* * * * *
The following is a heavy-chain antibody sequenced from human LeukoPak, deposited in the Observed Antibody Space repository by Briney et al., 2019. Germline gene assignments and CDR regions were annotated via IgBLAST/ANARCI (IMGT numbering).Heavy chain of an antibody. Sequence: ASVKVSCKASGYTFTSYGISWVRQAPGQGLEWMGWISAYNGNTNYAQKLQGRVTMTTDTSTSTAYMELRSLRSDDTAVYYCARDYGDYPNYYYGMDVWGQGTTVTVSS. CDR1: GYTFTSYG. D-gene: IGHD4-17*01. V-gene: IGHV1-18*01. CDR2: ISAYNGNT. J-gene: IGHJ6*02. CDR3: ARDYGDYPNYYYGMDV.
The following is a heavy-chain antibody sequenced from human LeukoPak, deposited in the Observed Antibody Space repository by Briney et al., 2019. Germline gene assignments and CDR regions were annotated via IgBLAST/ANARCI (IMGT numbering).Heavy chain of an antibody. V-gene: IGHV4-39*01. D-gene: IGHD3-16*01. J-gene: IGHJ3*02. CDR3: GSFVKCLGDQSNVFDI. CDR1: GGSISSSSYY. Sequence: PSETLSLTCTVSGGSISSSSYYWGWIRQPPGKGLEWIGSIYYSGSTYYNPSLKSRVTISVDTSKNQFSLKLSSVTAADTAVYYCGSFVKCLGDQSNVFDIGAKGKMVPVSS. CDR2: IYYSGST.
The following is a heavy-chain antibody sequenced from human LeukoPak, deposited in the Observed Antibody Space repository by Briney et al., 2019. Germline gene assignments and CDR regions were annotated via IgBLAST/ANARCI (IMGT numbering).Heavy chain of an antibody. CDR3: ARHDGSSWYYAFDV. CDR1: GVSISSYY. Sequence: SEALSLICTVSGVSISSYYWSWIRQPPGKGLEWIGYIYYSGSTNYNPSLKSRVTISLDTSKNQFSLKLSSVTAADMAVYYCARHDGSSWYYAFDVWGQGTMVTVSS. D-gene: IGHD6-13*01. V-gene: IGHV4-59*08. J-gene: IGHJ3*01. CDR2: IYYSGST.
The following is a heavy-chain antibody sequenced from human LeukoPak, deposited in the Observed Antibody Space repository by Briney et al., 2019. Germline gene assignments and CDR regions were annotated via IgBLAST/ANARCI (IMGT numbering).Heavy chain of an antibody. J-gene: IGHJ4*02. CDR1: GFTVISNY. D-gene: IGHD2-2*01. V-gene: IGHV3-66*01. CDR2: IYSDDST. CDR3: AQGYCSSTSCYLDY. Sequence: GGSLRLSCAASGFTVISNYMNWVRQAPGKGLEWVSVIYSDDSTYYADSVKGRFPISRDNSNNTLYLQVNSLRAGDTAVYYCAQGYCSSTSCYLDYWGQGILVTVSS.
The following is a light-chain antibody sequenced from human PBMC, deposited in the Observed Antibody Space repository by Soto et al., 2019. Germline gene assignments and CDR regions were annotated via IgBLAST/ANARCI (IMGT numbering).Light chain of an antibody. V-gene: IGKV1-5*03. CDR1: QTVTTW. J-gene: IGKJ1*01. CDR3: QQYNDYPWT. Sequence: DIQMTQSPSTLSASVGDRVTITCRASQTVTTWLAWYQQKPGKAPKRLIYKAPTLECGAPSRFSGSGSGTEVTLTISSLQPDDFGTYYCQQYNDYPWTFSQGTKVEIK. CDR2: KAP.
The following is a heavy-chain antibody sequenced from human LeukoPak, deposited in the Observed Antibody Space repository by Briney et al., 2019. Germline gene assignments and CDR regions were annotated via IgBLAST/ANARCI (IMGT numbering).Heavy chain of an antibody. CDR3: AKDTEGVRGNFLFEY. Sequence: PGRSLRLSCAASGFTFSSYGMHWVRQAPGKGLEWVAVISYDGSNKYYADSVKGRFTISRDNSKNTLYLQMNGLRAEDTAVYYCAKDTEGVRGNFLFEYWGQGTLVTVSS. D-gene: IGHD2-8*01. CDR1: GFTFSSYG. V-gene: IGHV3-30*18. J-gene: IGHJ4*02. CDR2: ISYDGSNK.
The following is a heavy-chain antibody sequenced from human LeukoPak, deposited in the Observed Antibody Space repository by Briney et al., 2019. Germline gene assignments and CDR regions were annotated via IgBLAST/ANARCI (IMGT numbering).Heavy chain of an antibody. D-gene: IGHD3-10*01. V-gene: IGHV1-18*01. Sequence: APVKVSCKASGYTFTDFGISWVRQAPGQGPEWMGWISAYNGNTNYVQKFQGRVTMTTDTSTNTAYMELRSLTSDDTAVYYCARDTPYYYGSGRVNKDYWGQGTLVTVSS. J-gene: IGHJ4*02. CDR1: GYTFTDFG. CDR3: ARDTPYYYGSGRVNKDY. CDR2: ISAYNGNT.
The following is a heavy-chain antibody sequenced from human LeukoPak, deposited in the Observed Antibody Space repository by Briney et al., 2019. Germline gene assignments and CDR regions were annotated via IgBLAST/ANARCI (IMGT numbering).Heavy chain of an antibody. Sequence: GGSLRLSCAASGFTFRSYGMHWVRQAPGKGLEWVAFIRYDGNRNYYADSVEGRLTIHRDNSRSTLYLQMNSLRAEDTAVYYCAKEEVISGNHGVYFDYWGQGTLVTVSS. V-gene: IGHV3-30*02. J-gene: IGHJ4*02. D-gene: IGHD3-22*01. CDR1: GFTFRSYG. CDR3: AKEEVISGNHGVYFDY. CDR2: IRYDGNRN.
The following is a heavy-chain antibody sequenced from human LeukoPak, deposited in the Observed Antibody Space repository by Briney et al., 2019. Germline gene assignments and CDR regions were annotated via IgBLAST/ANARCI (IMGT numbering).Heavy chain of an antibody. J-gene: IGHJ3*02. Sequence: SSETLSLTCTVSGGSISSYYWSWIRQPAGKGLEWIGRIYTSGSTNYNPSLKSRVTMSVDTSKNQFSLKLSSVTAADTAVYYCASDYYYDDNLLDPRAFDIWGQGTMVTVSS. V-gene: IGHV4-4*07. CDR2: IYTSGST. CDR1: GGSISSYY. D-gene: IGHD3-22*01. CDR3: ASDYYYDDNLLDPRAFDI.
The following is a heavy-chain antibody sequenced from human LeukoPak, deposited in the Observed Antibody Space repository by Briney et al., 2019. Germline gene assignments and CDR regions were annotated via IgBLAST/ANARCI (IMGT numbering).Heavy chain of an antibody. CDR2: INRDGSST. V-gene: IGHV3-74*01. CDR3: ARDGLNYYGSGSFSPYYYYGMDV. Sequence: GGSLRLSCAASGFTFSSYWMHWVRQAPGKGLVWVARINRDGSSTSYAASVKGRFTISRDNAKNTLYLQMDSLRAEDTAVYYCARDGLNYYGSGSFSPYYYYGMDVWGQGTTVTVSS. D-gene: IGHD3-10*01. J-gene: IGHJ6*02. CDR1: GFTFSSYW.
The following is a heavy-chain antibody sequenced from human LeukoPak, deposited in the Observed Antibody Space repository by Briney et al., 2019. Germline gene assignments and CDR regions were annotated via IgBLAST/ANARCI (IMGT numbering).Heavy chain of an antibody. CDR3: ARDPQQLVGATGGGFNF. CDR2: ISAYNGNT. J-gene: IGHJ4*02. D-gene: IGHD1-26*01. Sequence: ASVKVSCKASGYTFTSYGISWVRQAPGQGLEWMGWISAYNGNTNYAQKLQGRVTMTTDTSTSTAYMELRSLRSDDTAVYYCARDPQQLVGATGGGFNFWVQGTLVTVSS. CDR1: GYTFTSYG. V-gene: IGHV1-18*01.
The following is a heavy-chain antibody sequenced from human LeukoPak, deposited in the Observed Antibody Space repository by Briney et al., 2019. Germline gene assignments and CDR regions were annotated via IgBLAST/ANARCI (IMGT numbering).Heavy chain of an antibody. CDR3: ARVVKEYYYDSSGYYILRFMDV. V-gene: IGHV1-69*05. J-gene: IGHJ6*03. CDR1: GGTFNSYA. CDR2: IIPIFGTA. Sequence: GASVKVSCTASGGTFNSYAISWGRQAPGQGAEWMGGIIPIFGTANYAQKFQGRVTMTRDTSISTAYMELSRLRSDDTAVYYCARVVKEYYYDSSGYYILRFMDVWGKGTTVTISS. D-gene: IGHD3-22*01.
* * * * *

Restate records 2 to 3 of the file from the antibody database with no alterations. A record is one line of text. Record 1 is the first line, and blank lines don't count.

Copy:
The following is a heavy-chain antibody sequenced from human LeukoPak, deposited in the Observed Antibody Space repository by Briney et al., 2019. Germline gene assignments and CDR regions were annotated via IgBLAST/ANARCI (IMGT numbering).Heavy chain of an antibody. V-gene: IGHV4-39*01. D-gene: IGHD3-16*01. J-gene: IGHJ3*02. CDR3: GSFVKCLGDQSNVFDI. CDR1: GGSISSSSYY. Sequence: PSETLSLTCTVSGGSISSSSYYWGWIRQPPGKGLEWIGSIYYSGSTYYNPSLKSRVTISVDTSKNQFSLKLSSVTAADTAVYYCGSFVKCLGDQSNVFDIGAKGKMVPVSS. CDR2: IYYSGST.
The following is a heavy-chain antibody sequenced from human LeukoPak, deposited in the Observed Antibody Space repository by Briney et al., 2019. Germline gene assignments and CDR regions were annotated via IgBLAST/ANARCI (IMGT numbering).Heavy chain of an antibody. CDR3: ARHDGSSWYYAFDV. CDR1: GVSISSYY. Sequence: SEALSLICTVSGVSISSYYWSWIRQPPGKGLEWIGYIYYSGSTNYNPSLKSRVTISLDTSKNQFSLKLSSVTAADMAVYYCARHDGSSWYYAFDVWGQGTMVTVSS. D-gene: IGHD6-13*01. V-gene: IGHV4-59*08. J-gene: IGHJ3*01. CDR2: IYYSGST.